Two other activists – human rights defender Đỗ Nam Trung and journalist Lê Văn Dũng – convicted under Article 117 for reporting and sharing information about human rights abuses and corruption on social media, lost appeals against their prison sentences of 10 and five years respectively and probation periods of four and five years.

In April 2022, Nguyễn Thuý Hạnh, a prominent human rights defender who founded the 50K Fund to support families of unlawfully detained people in Viet Nam, was transferred from prison to a mental health hospital for forced treatment a year after her arrest under Article 117, while still awaiting notice of a date for her trial.

Freedom of association

The arrest of the leaders of three key environmental NGOs demonstrated active undermining by the authorities of the right to freedom of association.3 Legislation also signalled the government’s intention to further restrict or close down the activities of NGOs.

On 31 August, the authorities introduced Decree 58 to regulate foreign NGOs. Regulations on the organization, operation and management of domestic NGOs were also drafted. Both sets of regulations would allow for the termination of NGOs on vague grounds, such as the protection of “national interest” and “social order”, providing the authorities with almost indefinite scope to silence their critics and those engaging in non-approved activities. Another decree was drafted to prohibit “undermining” of the state by local NGOs.

Torture and other ill-treatment

Reports of torture and other ill-treatment of prisoners and detainees remained widespread.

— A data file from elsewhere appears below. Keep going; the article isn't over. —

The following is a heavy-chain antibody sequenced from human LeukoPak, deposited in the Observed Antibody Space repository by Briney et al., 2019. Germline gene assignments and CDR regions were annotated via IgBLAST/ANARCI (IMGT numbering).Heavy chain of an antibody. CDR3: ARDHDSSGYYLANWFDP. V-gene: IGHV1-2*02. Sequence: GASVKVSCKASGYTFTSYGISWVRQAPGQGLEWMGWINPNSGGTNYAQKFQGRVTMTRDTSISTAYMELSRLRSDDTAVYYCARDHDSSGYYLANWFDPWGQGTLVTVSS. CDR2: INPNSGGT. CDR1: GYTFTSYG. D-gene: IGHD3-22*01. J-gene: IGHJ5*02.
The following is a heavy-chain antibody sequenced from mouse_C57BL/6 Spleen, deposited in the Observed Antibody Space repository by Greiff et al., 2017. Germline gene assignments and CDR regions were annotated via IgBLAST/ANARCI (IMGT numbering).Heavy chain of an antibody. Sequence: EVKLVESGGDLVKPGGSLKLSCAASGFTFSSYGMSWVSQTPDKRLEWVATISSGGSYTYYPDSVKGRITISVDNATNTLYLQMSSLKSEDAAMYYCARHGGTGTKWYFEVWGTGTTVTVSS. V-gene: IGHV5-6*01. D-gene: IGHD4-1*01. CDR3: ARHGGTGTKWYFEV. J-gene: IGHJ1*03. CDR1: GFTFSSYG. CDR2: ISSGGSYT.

In September, land rights activist Trịnh Bá Tư reported being beaten, placed in solitary confinement and shackled for days while serving part of an eight-year sentence for spreading “propaganda against the state”.4 Despite calls by NGOs, no independent investigation took place. Tư’s family visited him in No 6 prison and reported that he was recovering after having been on a hunger strike for 22 days. Journalist Huỳnh Thục Vy also reported being beaten and choked in detention while serving a two years and nine months’ sentence under Article 276 of the Criminal Code for defacing a national flag.

Right to health

On 9 August, days after the death in detention of journalist Đỗ Công Đương, who was reportedly healthy before his conviction for “disturbing public order”, family members of 24 prisoners wrote an open letter to the authorities raising concerns over prisoner treatment. Despite recurring requests from his family, Đương was denied timely access to healthcare while in prison. His cause of death remained unknown.

Nguyễn Tường Thuỵ, a 72-year-old journalist sentenced in 2020 to 11 years’ imprisonment for “conducting propaganda against the state”, was refused medical treatment by prison authorities despite being reportedly in poor health. Similarly, Lê Hữu Minh Tuấn , a member of the Association of Independent Journalists convicted of the same charge, was reported to be in poor health. His sister, who had been unable to visit him in prison for more than two years due to Covid-19 restrictions, reported in May that Tuan had suffered hearing loss and was malnourished. Activist Trần Văn Bang, who had been detained under Article 117 since March, awaiting trial, was denied healthcare despite fears that he had developed a large tumour.

  1. Viet Nam: UN Human Rights Council candidacy demands progress on human rights, 10 October
  2. “Viet Nam: Immediately release journalist and human rights defender Pham Doan Trang”, 24 August
  3. Vietnam: Joint Letter to call on the Vietnamese government to release the four environmental human rights defenders, 20 October
  4. “Viet Nam: Imprisoned activist ‘beaten and shackled’”, 23 September